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Daunting outlooks, diverse actions


New rules require local governments, school districts and other public agencies to calculate and disclose the tab for retirement healthcare benefits promised to workers. In many cases, the costs have proved staggering, spurring some government entities to cut benefits or begin setting aside funding. Others have taken little or no action. Here's the outlook for some entities. The totals at the top are aggregate amounts over 30 years. The budget percentages are for a 20-year span.


State of California; On the hook for:* $48 billion

Percent of annual budget going to pay retiree healthcare tab:**

2007: 1%

2027: 2.9%

Benefits offered: Up to 100% coverage for retirees. Up to 90% coverage for spouses and dependents. Retirees have more coverage paid for than active employees, giving state workers an incentive to retire as early as age 50.

History: Lawmakers have been increasing benefits packages to curry favor with public employee unions, as well as to put off providing raises amid the state's cash crunch. The Legislature missed an opportunity to confront the problem in the late 1990s when market returns sent the pension fund soaring. Instead of investing that money to cover health costs, legislators boosted cash payments to retirees.

Solutions: Gov. Arnold Schwarzenegger has launched a commission to study the problem, but no action is planned until next year at the earliest. Sacramento has shown little interest in confronting retirement costs since Schwarzenegger's attempt to move state workers into a 401(k)-style system flopped in 2005. Most analysts agree that a solution will involve a combination of reducing benefits, raising taxes and cutting services, as well as establishing a trust fund to cover future obligations.


Los Angeles County;On the hook for: $20 billion

Percentage of annual budget going to pay retiree healthcare tab:

2007: 1.9%

2027: 5.9%

Benefits offered: Retirees who work for the county 25 years or more get health insurance that includes full dental and a vision plan, with up to 100% of the cost paid by the county. Those employed for fewer years receive smaller subsidies.

History: The county is in a bind. In the early 1980s, it promised to provide retirees health benefits at least as good as those received by active employees. The county government made the deal with the board of its employee pension fund in exchange for help out of a budget jam. A state law was passed to make the agreement binding.

Solutions: Without state legislation rolling back the law protecting benefits, the county's options are limited. The county has deposited several hundred million dollars into a trust fund to help cover future healthcare costs. But it will need to find a lot more cash -- or start offering a less generous retirement package to new hires -- to bring the problem under control. "This puts pressure on the state government to do something about the cost of healthcare," said David Janssen, L.A. County's chief administrative officer.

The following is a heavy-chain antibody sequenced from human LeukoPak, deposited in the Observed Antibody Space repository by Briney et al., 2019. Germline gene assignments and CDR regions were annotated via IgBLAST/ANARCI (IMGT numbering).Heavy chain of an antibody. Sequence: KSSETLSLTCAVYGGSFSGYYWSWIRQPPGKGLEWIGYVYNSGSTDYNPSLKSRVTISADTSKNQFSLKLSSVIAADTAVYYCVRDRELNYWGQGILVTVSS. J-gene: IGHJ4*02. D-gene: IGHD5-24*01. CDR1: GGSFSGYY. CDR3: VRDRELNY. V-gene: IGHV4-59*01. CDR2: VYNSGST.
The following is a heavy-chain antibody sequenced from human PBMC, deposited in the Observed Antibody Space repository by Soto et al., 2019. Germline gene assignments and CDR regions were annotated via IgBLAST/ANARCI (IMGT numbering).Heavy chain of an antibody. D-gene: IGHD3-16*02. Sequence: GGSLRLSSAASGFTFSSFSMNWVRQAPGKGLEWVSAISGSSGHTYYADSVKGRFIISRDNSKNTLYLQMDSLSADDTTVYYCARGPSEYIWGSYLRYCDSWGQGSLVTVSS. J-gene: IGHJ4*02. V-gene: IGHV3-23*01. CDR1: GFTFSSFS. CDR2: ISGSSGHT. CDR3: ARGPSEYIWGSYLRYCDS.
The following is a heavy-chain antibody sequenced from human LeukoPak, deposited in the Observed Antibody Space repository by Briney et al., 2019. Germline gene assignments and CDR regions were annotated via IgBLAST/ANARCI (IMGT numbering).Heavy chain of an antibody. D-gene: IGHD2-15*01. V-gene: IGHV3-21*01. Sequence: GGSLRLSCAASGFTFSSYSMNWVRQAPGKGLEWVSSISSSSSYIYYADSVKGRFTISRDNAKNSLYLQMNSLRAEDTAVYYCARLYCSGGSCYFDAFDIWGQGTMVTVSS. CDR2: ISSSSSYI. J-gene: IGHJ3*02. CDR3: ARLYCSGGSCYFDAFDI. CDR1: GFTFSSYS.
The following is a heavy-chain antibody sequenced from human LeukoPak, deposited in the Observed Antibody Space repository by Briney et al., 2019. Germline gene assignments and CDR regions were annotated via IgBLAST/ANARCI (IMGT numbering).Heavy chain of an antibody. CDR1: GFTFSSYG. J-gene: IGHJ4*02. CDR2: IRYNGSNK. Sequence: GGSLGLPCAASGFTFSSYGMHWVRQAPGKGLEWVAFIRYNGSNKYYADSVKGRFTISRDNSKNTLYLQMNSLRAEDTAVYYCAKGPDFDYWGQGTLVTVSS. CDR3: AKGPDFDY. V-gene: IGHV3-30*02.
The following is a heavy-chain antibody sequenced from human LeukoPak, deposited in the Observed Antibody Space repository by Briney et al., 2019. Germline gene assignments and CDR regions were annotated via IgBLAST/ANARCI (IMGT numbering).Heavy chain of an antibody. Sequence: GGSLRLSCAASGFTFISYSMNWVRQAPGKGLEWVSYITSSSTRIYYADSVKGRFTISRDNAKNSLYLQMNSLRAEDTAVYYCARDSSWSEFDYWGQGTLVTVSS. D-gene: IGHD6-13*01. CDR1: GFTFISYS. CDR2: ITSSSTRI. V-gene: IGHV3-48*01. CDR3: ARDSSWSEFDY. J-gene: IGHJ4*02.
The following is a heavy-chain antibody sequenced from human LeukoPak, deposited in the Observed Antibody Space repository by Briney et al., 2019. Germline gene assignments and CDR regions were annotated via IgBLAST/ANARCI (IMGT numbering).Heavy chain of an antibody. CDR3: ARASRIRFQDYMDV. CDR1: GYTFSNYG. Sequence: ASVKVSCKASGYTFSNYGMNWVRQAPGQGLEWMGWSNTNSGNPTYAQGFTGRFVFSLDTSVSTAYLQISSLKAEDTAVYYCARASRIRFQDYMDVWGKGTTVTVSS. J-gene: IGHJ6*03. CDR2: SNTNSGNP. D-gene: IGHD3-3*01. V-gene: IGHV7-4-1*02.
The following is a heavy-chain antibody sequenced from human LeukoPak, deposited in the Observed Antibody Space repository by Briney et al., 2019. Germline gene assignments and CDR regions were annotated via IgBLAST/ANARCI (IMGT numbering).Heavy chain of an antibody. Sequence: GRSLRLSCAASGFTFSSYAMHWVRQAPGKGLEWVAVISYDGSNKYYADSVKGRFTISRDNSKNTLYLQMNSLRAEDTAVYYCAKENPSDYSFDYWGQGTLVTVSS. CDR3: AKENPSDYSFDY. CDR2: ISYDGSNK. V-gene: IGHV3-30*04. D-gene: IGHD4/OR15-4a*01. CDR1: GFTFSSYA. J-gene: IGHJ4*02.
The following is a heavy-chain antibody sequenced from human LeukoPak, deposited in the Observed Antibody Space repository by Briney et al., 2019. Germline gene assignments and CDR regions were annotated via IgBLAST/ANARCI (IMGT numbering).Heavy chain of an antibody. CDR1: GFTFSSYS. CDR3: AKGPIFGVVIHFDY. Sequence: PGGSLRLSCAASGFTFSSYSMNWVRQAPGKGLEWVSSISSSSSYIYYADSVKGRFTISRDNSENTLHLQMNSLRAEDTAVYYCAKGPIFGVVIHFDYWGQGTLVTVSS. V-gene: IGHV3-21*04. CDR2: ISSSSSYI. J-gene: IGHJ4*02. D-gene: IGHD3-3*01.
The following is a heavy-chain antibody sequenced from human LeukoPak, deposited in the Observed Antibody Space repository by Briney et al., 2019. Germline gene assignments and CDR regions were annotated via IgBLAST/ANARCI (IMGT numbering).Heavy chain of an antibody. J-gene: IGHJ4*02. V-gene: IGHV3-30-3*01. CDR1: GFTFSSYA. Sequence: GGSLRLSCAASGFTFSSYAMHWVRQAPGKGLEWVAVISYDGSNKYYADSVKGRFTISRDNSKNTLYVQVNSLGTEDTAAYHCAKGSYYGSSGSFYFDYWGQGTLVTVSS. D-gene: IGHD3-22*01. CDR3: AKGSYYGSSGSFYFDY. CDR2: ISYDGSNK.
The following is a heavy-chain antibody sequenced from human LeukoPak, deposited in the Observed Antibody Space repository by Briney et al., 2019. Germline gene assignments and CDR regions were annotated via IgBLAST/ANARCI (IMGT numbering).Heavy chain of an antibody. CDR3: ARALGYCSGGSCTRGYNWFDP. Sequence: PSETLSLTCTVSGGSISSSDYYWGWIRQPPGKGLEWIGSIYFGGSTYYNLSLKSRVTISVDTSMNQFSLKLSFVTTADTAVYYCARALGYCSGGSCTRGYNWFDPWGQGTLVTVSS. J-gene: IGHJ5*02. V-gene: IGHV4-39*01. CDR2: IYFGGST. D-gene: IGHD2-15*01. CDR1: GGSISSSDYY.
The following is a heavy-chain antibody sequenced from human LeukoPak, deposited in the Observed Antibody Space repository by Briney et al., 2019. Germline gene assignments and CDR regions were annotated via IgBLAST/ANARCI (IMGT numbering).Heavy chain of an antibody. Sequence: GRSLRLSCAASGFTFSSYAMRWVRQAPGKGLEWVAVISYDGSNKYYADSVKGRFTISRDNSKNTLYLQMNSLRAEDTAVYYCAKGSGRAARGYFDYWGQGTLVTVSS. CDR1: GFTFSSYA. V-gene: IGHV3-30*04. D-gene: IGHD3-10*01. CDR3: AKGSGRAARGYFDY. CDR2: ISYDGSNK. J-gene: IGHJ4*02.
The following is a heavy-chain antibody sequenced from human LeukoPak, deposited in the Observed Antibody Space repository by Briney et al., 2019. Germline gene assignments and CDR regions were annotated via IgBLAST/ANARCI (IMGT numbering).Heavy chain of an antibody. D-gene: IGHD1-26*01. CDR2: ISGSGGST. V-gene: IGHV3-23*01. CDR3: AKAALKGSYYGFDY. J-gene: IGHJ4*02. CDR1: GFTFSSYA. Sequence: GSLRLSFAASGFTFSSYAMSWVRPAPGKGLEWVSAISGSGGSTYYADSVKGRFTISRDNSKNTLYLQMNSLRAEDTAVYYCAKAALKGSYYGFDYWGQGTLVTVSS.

Orange County; On the hook for: $598 million

Percent of annual budget going to pay retiree healthcare tab:

2007: 1.4%

2027: 1.3%

Benefits offered: Retirees get a $255 monthly grant to help pay for medical expenses or insurance. Early retirees and those on Medicare get reduced grants.

History: Facing $1.4 billion in debt, the Board of Supervisors demanded concessions. Public employee unions agreed to accept reduced grant amounts, and the county created a trust fund to guarantee future payments. Wall Street analysts are enthusiastic about the plan, saying the county is moving in the right direction. But retirees have complained that insurance will quickly become unaffordable. Regardless how expensive health insurance gets, grants will go up only a modest amount each year.

Solutions: Orange County has largely solved its problem -- but at what cost? Labor leaders and retirees complain of an overzealous approach that could leave thousands without insurance. Also, the union that represents sheriff's deputies did not agree to the new medical plan, so that will remain a labor issue.


Ventura County; On the hook for: $41 million

Percent of annual budget going to pay retiree healthcare tab:

2007: 0.3%

2027: 0.2%

Benefits offered: Most retirees get nothing, other than the option to buy into the county's health plan with their own money. A small group of retired managers gets up to five years of health insurance covered.

History: Ventura County has never provided retiree health benefits for its general workforce. However, in 1999 county supervisors approved a health retirement plan for managers, covering premiums for up to five years depending on length of service. The managers' benefit was repealed in 2005. "Unions have pushed for retiree health coverage over the years. But we just told them it was not in the cards," said Ventura County Chief Executive Johnny Johnston. "Now that the tide has turned for so many governments, [the unions] don't even bring it up."

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